Wednesday, August 29, 2012

Aurora's Prehistoric Scenes exhibit

A couple of years ago, I loaned my Aurora Prehistoric Scenes collection to the Kruger Street Toy and Train Museum in Wheeling, WV as part of a special exhibit of vintage dinosaur plastic toys they were developing.  It was quite an honor, and a nice opportunity to spend time with a collection that unfortunately spends most of its time in storage due to their size and fragile nature.
I grew up with the Prehistoric Scenes, although I was introduced to them around 1976, after Aurora had closed shop.  There were so many of the kits manufactured and they were so popular that it still wasn't difficult to obtain them all the way through the end of the 1970s.  They were huge (1/13 scale), complex, and had piles of accessories.  They were also snap-together, articulated, wildly-colored and possessed more of the nature of a toy playset to me than a fragile display model. Several have remained in production even today by successive owners of the kits' molds, and the giant Red Rex was recently reissued.
All but two of my original surviving childhood kits wound-up being given to a neighbor kid when I was in college, to foster an interest I learned he had in dinosaurs.  When I left college, however, and had become an active toy & model collector I managed to rebuild and expand on my childhood collection over the course of about 4 years - just prior to the birth of eBay.  Probably the last couple of items I got on eBay were very inexpensive scores on the Sailback (Dimetrodon), Allosaurus and Mammoth.  As I build them, I like to keep much of them in the unusual colors they were cast in.

I've got a slideshow of photos of the exhibit I took when I set it up.  Click HERE.  Later, the museum's staff delicately spread it out into three cases.  The exhibit was up for about 4 months.

 While my collection is complete parts-wise, many of my kits are unpainted or awaiting full restoration and had to be displayed as such.  I had to spend a couple of weeks stripping kits that I'd purchased built-up.  A few items had to be hot-glued into position on-site for display - a concession I was happy to make to share the kits, but which will give me some extra work to undo some day later.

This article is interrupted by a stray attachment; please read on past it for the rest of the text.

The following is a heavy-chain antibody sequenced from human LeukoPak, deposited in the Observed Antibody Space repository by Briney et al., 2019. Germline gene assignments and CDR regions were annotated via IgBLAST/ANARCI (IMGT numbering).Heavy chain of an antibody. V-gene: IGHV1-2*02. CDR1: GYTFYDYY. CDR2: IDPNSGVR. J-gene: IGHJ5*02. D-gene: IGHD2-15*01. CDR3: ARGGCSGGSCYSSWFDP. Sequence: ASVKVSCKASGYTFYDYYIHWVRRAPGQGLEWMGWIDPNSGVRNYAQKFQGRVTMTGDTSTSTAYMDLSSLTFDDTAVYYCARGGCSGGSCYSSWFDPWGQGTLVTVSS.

The display had little informational display cards I wrote up, as well as copies of design illustrations by the late Dave Cockrum - famous comic artist and the designer of several of the kits, including the famous red Tyrannosaurus Rex.  I also included a couple example of the Pyro/Life-Like dinosaur kits which were also contemporary to my original Aurora kit experiences.

If you're interested in the Prehistoric Scenes, check out this excellent website dedicated to the series, and its associated forum of engaged collectors.  Share stories and trade parts! And please don't forget to leave a comment here if you have fond memories of these dino kits...


  1. Geez Ray way to make me feel old. I had the Pterodon and the Ankylosaur (long gone by now). Also interesting seeing the old incorrect poses they had the dinosaurs setup in back in the 70s.

    Thanks for sharing this.

    1. Heh-heh. Well, Aurora was never one for accuracy with these kits. Even then, they knew Triceratops and Ankylosaurus were herbivores, but the kits presented them with nasty, sharp teeth! :-)

      But you can't keep a great dinosaur down! Pteranodon and Ankylosaurus were both just released within the last year by Revell - current owners of the original Aurora molds - as part of their "Dawn of Time" kit series. Although Anky doesn't include both parts of his base, I believe. They didn't get wide distribution and were a bit overpriced, but you can get your Pteranodon (renamed "Klaw") here for under $10:

      Thanks, Rob!

  2. Thanks for sharing this. Love the memories of my metallic-green Allosaurus and his orange lava display-base. Many a green plastic army man met his doom facing this drooling lizard! I too loved the play-set feel of these kits as well as the crazy trees and ferns that accessorized them.